It is an interesting study to trace in the Gospel narratives and in the Epistles, the harmony which obtains in the various references to the appearances of our Lord. Matthew, Mark and Luke, Peter, John and Paul all make mention of His resurrection. Each account is different, depending upon the point of view of the writer, but they are unanimous in affirming the fundamental fact that Jesus did indeed rise from the dead. Moreover it is not difficult to combine all these various appearances now distributed amongst the Gospel writers and in the Epistles, and arrange them into one complete and connected picture.. By so doing we perceive that our Lord’s first work was that of consoling and encouraging. To Mary Magdalene and the other women He first appeared, turning their sorrow into joy. This was early in the morning on the very day He arose. That same day, in the afternoon, those two downcast disciples who were on their way to Emmaus found their hearts burning within them as a Stranger talked with them and finally revealed Himself as their Lord. Unable to contain themselves, although the hour was late, they hastened back to Jerusalem to tell the good news. But the Lord was traveling faster than they knew. Before they got there He had appeared to another; doubtless before He had appeared to themselves, even. There was one of His disciples whose heart was breaking-one who in an evil moment had denied His Lord. What passed ‘between our Lord and Peter we do not know; however, we who are in any measure acquainted with Jesus and know something of His grace can well understand the peace and comfort which possessed Peter after that meeting. At all events, Peter had not been slow to tell the good news, for when the Emmaus disciples came breathlessly with their story they were told: “The Lord is risen indeed, and bath appeared unto Simon.” Then, once again, in the late evening of that wonderful resurrection day, while they were rehearsing their own experiences to the Apostles, and how Jesus had been known of them by the old familiar habit of His, of first blessing and then breaking the bread, He once more appeared in their midst, saying, “Peace be unto you.”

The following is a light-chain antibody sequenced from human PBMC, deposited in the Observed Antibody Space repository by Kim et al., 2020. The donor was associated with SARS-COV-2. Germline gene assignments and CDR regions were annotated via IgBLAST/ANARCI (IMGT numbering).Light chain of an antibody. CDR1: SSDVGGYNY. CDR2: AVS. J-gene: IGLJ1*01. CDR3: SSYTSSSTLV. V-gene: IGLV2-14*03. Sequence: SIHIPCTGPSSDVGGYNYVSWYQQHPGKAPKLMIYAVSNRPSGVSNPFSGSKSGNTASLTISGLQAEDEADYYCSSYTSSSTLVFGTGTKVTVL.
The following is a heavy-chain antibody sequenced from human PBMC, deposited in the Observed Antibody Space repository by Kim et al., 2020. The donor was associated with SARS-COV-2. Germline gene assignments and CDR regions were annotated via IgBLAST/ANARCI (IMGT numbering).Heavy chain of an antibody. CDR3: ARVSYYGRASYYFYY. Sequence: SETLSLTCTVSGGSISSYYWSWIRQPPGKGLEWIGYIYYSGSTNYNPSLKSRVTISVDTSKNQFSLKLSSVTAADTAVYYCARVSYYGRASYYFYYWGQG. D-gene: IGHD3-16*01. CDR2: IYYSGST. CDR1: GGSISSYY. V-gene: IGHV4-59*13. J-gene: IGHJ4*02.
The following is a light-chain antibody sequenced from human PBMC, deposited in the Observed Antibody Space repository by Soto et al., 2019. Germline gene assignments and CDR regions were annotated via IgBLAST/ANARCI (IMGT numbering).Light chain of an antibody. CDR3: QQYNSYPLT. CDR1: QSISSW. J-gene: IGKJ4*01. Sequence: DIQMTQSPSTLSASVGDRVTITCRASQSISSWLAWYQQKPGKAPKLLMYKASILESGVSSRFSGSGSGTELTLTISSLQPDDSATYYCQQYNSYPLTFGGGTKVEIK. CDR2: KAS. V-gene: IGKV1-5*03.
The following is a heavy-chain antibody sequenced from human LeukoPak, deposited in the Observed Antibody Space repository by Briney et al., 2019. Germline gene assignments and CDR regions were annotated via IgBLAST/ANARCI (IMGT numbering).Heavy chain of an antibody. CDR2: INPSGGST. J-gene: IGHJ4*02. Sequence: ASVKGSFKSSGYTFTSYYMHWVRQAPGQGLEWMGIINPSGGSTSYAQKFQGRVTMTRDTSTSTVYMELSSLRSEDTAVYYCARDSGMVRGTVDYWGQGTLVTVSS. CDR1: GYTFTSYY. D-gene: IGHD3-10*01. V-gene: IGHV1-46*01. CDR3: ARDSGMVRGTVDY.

That Glad Resurrection Day
On the very day of His resurrection, then, first to the women, then to Peter, next to the Emmaus disciples, lastly to the Eleven — four times in all — Jesus appeared, each time bringing a sense of peace and comfort, hope and joy. What a day to be remembered for all time!
A week later He appeared to the disciples again, this time for the special benefit of Thomas, who had been absent on the previous occasion, and who had doubted.
Some time later, just when we may not know precisely, Jesus appeared to more than five hundred brethren at one time, no doubt taking His last leave of the collective Church then. His next appearance seems to have been to James, His “brother,” or “kinsman,” as the word more exactly means. This appearance is mentioned by St. Paul in his first letter to the Corinthians, although it is not mentioned elsewhere in the Scriptures. St. Paul, we know, had become personally acquainted with James at Jerusalem, and no doubt learned about this appearance of Jesus from James himself.